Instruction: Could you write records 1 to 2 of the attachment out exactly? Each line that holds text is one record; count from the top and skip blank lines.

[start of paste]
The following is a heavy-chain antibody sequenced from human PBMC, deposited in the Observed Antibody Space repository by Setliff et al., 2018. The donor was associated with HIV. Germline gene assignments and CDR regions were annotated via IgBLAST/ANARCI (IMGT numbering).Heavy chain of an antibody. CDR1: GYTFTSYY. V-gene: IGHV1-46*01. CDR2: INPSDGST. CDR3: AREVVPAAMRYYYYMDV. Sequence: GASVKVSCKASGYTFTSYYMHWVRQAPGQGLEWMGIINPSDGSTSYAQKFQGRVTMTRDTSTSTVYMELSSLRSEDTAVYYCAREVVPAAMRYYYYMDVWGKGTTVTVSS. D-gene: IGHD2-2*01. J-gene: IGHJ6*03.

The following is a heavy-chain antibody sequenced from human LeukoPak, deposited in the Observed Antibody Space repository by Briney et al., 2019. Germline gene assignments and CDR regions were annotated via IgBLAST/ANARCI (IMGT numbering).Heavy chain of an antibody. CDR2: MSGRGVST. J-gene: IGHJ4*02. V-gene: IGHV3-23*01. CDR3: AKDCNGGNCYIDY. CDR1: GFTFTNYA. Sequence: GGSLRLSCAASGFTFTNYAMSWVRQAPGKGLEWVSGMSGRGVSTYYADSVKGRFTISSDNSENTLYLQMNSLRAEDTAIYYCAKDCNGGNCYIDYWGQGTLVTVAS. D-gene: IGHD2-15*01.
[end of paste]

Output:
The following is a heavy-chain antibody sequenced from human PBMC, deposited in the Observed Antibody Space repository by Setliff et al., 2018. The donor was associated with HIV. Germline gene assignments and CDR regions were annotated via IgBLAST/ANARCI (IMGT numbering).Heavy chain of an antibody. CDR1: GYTFTSYY. V-gene: IGHV1-46*01. CDR2: INPSDGST. CDR3: AREVVPAAMRYYYYMDV. Sequence: GASVKVSCKASGYTFTSYYMHWVRQAPGQGLEWMGIINPSDGSTSYAQKFQGRVTMTRDTSTSTVYMELSSLRSEDTAVYYCAREVVPAAMRYYYYMDVWGKGTTVTVSS. D-gene: IGHD2-2*01. J-gene: IGHJ6*03.

The following is a heavy-chain antibody sequenced from human LeukoPak, deposited in the Observed Antibody Space repository by Briney et al., 2019. Germline gene assignments and CDR regions were annotated via IgBLAST/ANARCI (IMGT numbering).Heavy chain of an antibody. CDR2: MSGRGVST. J-gene: IGHJ4*02. V-gene: IGHV3-23*01. CDR3: AKDCNGGNCYIDY. CDR1: GFTFTNYA. Sequence: GGSLRLSCAASGFTFTNYAMSWVRQAPGKGLEWVSGMSGRGVSTYYADSVKGRFTISSDNSENTLYLQMNSLRAEDTAIYYCAKDCNGGNCYIDYWGQGTLVTVAS. D-gene: IGHD2-15*01.